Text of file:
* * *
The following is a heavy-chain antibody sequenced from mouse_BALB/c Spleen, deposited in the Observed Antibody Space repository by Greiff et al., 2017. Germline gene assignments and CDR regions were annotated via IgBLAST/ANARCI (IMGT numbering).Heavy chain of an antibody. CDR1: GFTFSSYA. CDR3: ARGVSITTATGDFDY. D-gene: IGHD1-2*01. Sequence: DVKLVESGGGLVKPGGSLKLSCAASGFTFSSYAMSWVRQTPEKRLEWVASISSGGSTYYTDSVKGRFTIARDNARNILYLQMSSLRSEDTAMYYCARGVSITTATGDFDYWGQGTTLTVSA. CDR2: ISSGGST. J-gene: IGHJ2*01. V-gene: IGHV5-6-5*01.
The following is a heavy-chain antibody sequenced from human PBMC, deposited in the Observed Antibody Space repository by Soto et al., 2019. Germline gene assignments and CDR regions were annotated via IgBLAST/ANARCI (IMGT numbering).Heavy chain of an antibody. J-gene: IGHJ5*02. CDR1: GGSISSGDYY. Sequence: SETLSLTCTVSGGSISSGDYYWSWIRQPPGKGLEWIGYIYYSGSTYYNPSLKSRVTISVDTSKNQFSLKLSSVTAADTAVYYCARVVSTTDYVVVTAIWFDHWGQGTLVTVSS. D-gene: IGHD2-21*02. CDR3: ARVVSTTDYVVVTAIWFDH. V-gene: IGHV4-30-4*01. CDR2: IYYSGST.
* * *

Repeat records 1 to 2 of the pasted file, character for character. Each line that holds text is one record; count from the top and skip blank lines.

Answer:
The following is a heavy-chain antibody sequenced from mouse_BALB/c Spleen, deposited in the Observed Antibody Space repository by Greiff et al., 2017. Germline gene assignments and CDR regions were annotated via IgBLAST/ANARCI (IMGT numbering).Heavy chain of an antibody. CDR1: GFTFSSYA. CDR3: ARGVSITTATGDFDY. D-gene: IGHD1-2*01. Sequence: DVKLVESGGGLVKPGGSLKLSCAASGFTFSSYAMSWVRQTPEKRLEWVASISSGGSTYYTDSVKGRFTIARDNARNILYLQMSSLRSEDTAMYYCARGVSITTATGDFDYWGQGTTLTVSA. CDR2: ISSGGST. J-gene: IGHJ2*01. V-gene: IGHV5-6-5*01.
The following is a heavy-chain antibody sequenced from human PBMC, deposited in the Observed Antibody Space repository by Soto et al., 2019. Germline gene assignments and CDR regions were annotated via IgBLAST/ANARCI (IMGT numbering).Heavy chain of an antibody. J-gene: IGHJ5*02. CDR1: GGSISSGDYY. Sequence: SETLSLTCTVSGGSISSGDYYWSWIRQPPGKGLEWIGYIYYSGSTYYNPSLKSRVTISVDTSKNQFSLKLSSVTAADTAVYYCARVVSTTDYVVVTAIWFDHWGQGTLVTVSS. D-gene: IGHD2-21*02. CDR3: ARVVSTTDYVVVTAIWFDH. V-gene: IGHV4-30-4*01. CDR2: IYYSGST.